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COL Sierra Club blasts 'animal factories'

ST. LOUIS -- Large corporate animal farms in Missouri and Illinois have repeatedly violated state and federal environmental laws, resulting in extensive air and water pollution, an environmental group said in a report released last week.

The Sierra Club's "Rap Sheets on Animal Factories" cited violations at 24 farms in Missouri and six farms in Illinois. They ranged from nitrogen runoff at chicken farms to dead baby pigs floating in streams.

"Missouri is one of the states that has a very significant problem and has had for the last decade," said Scott Dye, who directs a volunteer water quality testing program for the Sierra Club in Missouri.

But Joe Engeln, assistant director for science and technology at the Missouri Department of Natural Resources, said the farms are under control.

"We're doing very well compared to most states," Engeln said. "Our permits are pretty strict."

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The Sierra Club, which has long been critical of what it calls "factory farms," said it had documented violations at 630 farms in 44 states.

Sanchez wins World Food Prize

DES MOINES -- A Cuban farmer's son was named winner of the 2002 World Food Prize for helping to transform depleted tropical soil into productive agricultural land.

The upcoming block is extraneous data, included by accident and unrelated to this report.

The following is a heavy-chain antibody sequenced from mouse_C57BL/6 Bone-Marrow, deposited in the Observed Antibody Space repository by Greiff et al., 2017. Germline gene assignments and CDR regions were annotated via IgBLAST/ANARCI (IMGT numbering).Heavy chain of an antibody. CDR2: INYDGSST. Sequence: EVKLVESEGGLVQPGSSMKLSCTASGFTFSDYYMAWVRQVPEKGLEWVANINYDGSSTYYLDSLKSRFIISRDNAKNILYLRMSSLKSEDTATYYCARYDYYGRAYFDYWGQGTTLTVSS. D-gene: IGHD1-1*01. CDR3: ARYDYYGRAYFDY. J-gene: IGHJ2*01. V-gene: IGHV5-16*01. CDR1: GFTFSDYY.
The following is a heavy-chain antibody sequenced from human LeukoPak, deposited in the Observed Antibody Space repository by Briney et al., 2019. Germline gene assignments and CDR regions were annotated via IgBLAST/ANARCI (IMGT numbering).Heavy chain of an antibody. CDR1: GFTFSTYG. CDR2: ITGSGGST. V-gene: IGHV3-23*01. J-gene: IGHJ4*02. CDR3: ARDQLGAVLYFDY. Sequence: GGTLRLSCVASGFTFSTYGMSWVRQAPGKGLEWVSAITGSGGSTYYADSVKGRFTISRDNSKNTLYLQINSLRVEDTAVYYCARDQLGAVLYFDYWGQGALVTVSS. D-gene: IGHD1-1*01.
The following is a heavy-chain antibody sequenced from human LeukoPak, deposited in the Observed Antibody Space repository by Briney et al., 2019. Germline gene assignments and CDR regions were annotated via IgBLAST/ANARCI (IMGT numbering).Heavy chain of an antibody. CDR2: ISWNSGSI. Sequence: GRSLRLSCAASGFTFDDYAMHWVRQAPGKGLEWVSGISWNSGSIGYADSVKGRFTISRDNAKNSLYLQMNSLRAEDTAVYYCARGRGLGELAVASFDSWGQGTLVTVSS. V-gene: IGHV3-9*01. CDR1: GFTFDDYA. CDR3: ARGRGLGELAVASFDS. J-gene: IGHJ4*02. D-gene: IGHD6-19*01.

Pedro Sanchez will receive $250,000 in recognition of his work that includes finding ways to neutralize acidity in Brazilian soil and to improve nitrogen flow in blighted farmland in Africa.

The award was announced Aug. 11 at the International Horticultural Congress in Toronto, Canada, by Kenneth M. Quinn, president of the Des Moines-based World Food Prize Foundation.

Sanchez, 62, is the former director general of the International Center for Research in Agroforestry in Nairobi, Kenya.

He left Cuba during Fidel Castro's revolution, earning a master's degree and a Ph.D. from Cornell University.

Milk is doing well for California farming

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FRESNO, Calif. -- Milk is doing California farming good.

The state's farm revenue increased to $27.6 billion dollars last year, up from $27.2 billion the previous year -- a boost partly bolstered by dairy sales, according to the California Department of Food and Agriculture.

"The prices were good and the production was up," said Bill Appleby, assistant agriculture commissioner in Tulare County, the No. 1 agriculture county in the nation thanks to $1.2 billion in dairy sales last year. The county's milk production increased 11 percent last year, he said.

Dairy revenue in California, where it is the top crop, jumped from $3.7 billion in 2000 to $4.6 billion in 2001, the agriculture department said.

Oranges also fared well in California, with revenue rising to $989.7 million in 2001, an increase from $644 million in 2000.

Potato prices rise with supply pressure

People who dig eating potatoes for dinner are paying a pretty penny for their spuds.

A tight supply of potatoes has pushed up potato prices in grocery stores to some of the highest levels in years, if not in history.

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The price of a 10-pound bag of potatoes at grocery stores in Grand Forks ranged from about $4.50 to $5.99.

"It's high," said Duane Maatz, Northern Plains Potato Growers president, noting that he's heard longtime growers comment that it may be the most expensive potatoes ever have been in local grocery stores.

Normally, potato prices drop this time of year because there is a big supply of spuds on the market.

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